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Qatar reportedly to consider legal action if FIFA decides on a World Cup re-vote

A view of the proposed new Lusail Iconic Stadium in Lusail City, Qatar, the current host of the 2022 World Cup. (Qatar 2022 World Cup Bid Committee/EPA)

When FIFA awarded the 2022 World Cup to Qatar in 2010, the world’s eyebrows collectively raised (and one mirror was rumored to be broken). People questioned how this tiny Middle Eastern nation with its dubious human rights record would handle the influx of international spectators, and more importantly, how the players would cope with Qatar’s notoriously hot summers (temperatures can rise to 120 degrees). Some have demanded the World Cup be moved to winter in 2022.

But now, thanks to recent revelations about bribery and corruption, many are calling to move the World Cup to another country entirely. They want a re-vote, which at least one FIFA official publicly said he would support. The latest scandal comes just days before Michael Garcia, an independent investigator hired by FIFA, is set to complete his two-year inquiry into Qatar’s bid on June 9.

Qatari officials are reportedly saying not so fast, though. The BBC reports:

“Qatari officials are believed to be considering all options open to them, including possible legal action, if the vote for the 2022 World Cup is re-run.”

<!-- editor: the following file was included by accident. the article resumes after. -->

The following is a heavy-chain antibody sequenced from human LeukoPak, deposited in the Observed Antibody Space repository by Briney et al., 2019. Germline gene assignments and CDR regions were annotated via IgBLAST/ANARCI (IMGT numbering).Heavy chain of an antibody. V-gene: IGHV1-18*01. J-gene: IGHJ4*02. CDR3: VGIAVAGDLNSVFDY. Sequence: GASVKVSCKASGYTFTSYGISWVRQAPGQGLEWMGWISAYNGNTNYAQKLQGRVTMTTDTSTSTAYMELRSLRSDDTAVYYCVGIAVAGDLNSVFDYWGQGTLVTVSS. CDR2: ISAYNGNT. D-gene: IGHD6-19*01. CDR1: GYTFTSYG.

Thus far, Qatari officials have flat out denied any wrongdoing and are instead more worried about the roughly $38.6 billion worth of investments the country stands to lose should the World Cup be moved to another country.

But it’s Qatari soccer players who might be the most upset, as hosting the World Cup automatically would gain the country that’s never before qualified for the tournament automatic entry. Saeed Brahimi, a Qatari player who would potentially join the Qatari national team, told

“[To prevent us] from getting the World Cup, which is the biggest event in the world, would be really upsetting. I don’t think that’s fair because everyone worked so hard. They planned everything and now it has just gone because of some people trying to get the whole country down.”

Marissa Payne writes for The Early Lead, a fast-breaking sports blog, where she focuses on what she calls the “cultural anthropological” side of sports, aka “mostly the fun stuff.” She is also an avid WWE fan.
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